Chipotle employees say managers still 'cut corners,' putting food safety at risk

A consumer group found that some of Chipotle's food-handling practices don't align with its mission.
Chipotle Becomes First Non-GMO US Restaurant Chain
MIAMI, FL - APRIL 27: Chipotle restaurant workers fill orders for customers on the day that the company announced it will only use non-GMO ingredients in its food on April 27, 2015 in Miami, Florida. The company announced, that the Denver-based chain would not use the GMO's, which is an organism whose genome has been altered via genetic engineering in the food served at Chipotle Mexican Grills. (Photo by Joe Raedle/Getty Images)Joe Raedle / Getty Images

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/ Source: TODAY
By Erica Chayes Wida

When a series of foodborne illness scares forced Chipotle stores to adapt upgraded food-handling procedures in 2015, the burrito chain's founder Steve Ells declared that his restaurants would soon "be the safest place to eat."

Five years later, however, nearly 50 current and former Chipotle employees based in New York have said current managerial practices are putting proper food safety procedures on the back burner and consumers may be at risk.

On Thursday, the nonprofit consumer advocacy group National Consumers League published a report about New York City-based Chipotles failing to comply with food safety standards. The NCL's executive director Sally Greenberg, who co-authored the report, told TODAY Food the league interviewed 47 current and former workers throughout 2019 at 25 locations around the city.

Many of the employees said they received sub-par training and often felt pressure from management to work quickly and cut costs, even if it compromised food safety.

Complaints ranged from pressure to work even when they felt sick (including one person who alleged that they vomited during their shift but still had to work), being forced to serve undercooked chicken to customers, using the same cutting boards to cut raw meat and vegetables during rush hour times, working through breaks and having to clean bathrooms without "proper protection equipment."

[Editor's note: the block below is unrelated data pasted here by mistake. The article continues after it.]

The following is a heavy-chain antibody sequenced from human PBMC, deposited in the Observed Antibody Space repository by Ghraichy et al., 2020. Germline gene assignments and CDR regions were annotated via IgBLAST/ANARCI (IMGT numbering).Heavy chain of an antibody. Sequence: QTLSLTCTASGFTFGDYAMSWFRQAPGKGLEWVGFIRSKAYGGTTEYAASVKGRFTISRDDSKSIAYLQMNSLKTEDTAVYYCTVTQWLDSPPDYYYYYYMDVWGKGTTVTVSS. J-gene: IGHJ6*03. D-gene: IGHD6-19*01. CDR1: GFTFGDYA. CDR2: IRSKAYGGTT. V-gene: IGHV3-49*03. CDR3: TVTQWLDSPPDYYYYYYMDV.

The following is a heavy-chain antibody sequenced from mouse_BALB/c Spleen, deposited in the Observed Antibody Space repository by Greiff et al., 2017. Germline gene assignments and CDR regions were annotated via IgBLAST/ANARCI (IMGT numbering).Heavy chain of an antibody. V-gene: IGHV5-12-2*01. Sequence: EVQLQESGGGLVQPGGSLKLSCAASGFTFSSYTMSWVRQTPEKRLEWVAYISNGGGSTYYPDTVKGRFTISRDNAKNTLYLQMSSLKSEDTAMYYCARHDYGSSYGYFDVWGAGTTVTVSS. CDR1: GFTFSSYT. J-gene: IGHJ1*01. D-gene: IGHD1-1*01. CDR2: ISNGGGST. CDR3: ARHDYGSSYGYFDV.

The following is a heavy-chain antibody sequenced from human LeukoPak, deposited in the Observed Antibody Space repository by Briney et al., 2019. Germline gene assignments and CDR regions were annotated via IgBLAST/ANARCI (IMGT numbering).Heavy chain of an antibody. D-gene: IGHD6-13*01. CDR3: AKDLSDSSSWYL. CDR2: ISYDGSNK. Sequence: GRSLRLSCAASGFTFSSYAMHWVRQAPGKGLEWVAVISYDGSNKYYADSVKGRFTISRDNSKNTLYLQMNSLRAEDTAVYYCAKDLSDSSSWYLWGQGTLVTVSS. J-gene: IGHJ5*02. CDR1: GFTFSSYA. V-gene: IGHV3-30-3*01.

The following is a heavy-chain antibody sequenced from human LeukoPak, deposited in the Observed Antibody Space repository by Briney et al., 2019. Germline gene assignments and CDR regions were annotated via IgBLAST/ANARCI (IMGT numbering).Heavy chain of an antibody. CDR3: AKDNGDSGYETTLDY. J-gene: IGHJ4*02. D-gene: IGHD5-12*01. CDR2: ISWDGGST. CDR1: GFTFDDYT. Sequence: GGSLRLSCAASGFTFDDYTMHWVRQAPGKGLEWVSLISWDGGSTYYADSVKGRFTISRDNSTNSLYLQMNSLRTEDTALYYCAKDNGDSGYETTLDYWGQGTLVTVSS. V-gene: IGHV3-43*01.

“We chose to blow the whistle on these practices and abuses because our Chipotle managers did not listen to us,” Jeremy Espinal, a Chipotle worker, said. “It’s a pressure-packed workplace where supervisors intimidate you and retaliate against you.”

While the report stated many of these pressures stemmed from managerial incentives to make bonuses for cutting costs and increased production, Chipotle's chief reputation officer Laurie Schalow told TODAY the quarterly bonus infrastructure is for all employees (not just managers) and cannot be earned without following food safety procedures.

Following nationwide outbreaks of foodborne illnesses in 2015, 2016 and 2018, Chipotle has been working hard to climb back into its customers good graces (minus a few National Avocado Day flops) with initiatives marketing its food as fresh, healthy and, most importantly, safe to eat.

In 2016, Chipotle created an "enhanced food safety program" that, according to a company spokesperson, includes preventative systems to ensure all food shipped to restaurants is clean and easily traced; wellness checks for employees when they clock-in, hourly hand-washing breaks, plus, extensive training.

Schalow stands by the company's progress in food safety.

"We are proud of our industry leading food safety practices and we are committed to a culture of food safety in our restaurants where employees are supported and heard," Schalow said. "Chipotle’s engaged and hard-working employees are what makes us great, and we encourage our employees to contact us immediately, including through an anonymous 800 number, with any concerns so we can investigate and respond quickly to make things right."

In addition to employee interviews, the report included information from the New York City Department of Health, which cited the chain with 260 critical violations between 2017 and 2019 at 74 New York City restaurants.

"Critical violation examples found by health inspectors include food left at dangerous temperatures that allow for the growth of pathogens, practices that allow for the contamination of ready-to-eat foods, evidence of various pests, and stores supervised by managers without a certificate in food protection. Just two weeks ago, the City cited a Chipotle restaurant where they found a crewmember working while 'ill with a disease transmissible by food or[an] exposed infected cut or burn on [their] hand'," the report read.

The chairman of the city's Public Health Committee, council member Mark Levine said he would host a public hearing where consumers, employees and the company itself could "engage" in a conversation about the reports. A date for the hearing is forthcoming.

The NCL's report comes on the heels of news that Chipotle was recently found to have violated thousands of child-labor laws in Massachusetts.